Gerard Killoran takes issue with left proponents of war, is the sub-head to an article in the Labour left magazine Chartist – and that really is what he does. He takes issue with the individuals rather than the arguments.

Christopher Hitchens, Johann Hari and Nick Cohen have all written enough articles about the Iraq war to give Killoran an abundant amount of material to criticise yet he never even quotes their arguments and chooses instead to attack them personally.

According to Killoran, Hitchens has: “followed Kingsley Amis’s well-trodden path from youthful leftism to middle-aged, red-faced, saloon bar reaction to end up to the right of his own ludicrous brother.”

Nick Cohen has commited the heinous crime of not replying to all of Killoran’s emails, so he has obviously lost the argument right? According to that logic, the ultra-prolific Keith Flett, should be Prime Minister.

(If you don’t know who Keith Flett is then you must never have read the letters page of any broadsheet paper or left-wing red-top -he is an SWP member and now, apparently, leader of the Beard Liberation Front – I kid you not)

Johann Hari, being under the age of 30, is predictably accused of naiveté and his old Guardian article about sleeping with a neo-Nazi and an Islamic fundamentalist gets dragged up again – quite what relevance this has to Iraq is not explained.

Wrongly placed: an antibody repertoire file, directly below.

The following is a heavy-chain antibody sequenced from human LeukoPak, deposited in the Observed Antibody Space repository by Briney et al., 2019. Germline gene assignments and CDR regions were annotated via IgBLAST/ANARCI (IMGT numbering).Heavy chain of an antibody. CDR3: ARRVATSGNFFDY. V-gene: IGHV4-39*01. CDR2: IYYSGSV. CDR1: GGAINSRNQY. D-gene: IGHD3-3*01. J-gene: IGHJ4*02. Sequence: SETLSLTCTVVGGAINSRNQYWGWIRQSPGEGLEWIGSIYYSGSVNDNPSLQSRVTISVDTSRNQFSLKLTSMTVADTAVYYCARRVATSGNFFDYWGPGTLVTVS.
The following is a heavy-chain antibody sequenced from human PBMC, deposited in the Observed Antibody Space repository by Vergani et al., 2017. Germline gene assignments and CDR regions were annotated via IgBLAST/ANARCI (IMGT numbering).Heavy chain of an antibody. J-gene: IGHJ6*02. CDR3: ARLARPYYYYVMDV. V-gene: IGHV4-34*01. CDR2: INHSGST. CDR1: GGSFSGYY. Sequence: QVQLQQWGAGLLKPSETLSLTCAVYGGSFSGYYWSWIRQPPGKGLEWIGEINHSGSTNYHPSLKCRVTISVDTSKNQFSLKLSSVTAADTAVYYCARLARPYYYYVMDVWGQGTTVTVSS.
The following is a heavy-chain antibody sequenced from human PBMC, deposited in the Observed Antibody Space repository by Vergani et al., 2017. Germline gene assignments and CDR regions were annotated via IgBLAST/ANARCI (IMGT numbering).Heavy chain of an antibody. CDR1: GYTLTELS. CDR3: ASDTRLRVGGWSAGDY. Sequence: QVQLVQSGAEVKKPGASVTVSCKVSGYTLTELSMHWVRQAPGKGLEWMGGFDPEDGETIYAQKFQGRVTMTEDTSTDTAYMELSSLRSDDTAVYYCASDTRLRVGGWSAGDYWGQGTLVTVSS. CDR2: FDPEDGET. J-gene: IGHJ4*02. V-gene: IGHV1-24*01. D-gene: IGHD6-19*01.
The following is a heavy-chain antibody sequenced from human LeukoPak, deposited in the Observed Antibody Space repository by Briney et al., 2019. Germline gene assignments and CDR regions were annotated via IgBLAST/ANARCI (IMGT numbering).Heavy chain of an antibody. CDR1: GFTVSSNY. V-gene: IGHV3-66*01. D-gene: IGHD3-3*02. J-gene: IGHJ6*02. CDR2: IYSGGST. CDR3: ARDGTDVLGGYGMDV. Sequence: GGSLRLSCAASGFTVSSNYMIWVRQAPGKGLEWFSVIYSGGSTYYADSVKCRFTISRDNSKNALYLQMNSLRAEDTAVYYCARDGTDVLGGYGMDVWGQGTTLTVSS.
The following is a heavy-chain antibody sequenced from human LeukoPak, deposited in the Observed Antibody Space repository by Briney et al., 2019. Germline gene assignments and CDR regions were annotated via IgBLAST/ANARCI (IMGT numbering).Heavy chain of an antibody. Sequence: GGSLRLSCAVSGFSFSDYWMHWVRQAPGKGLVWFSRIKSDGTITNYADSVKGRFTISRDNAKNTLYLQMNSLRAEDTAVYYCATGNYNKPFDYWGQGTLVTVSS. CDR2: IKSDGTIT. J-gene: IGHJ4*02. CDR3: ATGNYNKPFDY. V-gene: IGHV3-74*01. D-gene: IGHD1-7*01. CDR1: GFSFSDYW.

To be fair, the Chartist article does go on to deal with some of the issues made by the pro-war left but these are swamped by these rather childish personal comments. There is nothing wrong with personal attacks per se, George Galloway for example is made for them and left politics often thrives on them – we’ve all played the game.

But the problem is that it does seem to be a frequent tendency on the left to shoot the messenger rather than deal with the issues. If there is some information in an article in the Times or the Telegraph it is laughed out of court on the left. If someone is perceived as being wrong on one issue, he can’t be right on another.

Another element of this thinking is the idea of ‘selling out’. The view that if you alter your views it has to be for some material reason. Another way of conveniently ignoring ideas and argument and retreating into the comfort of conformity. Isn’t it time the left grew up a bit?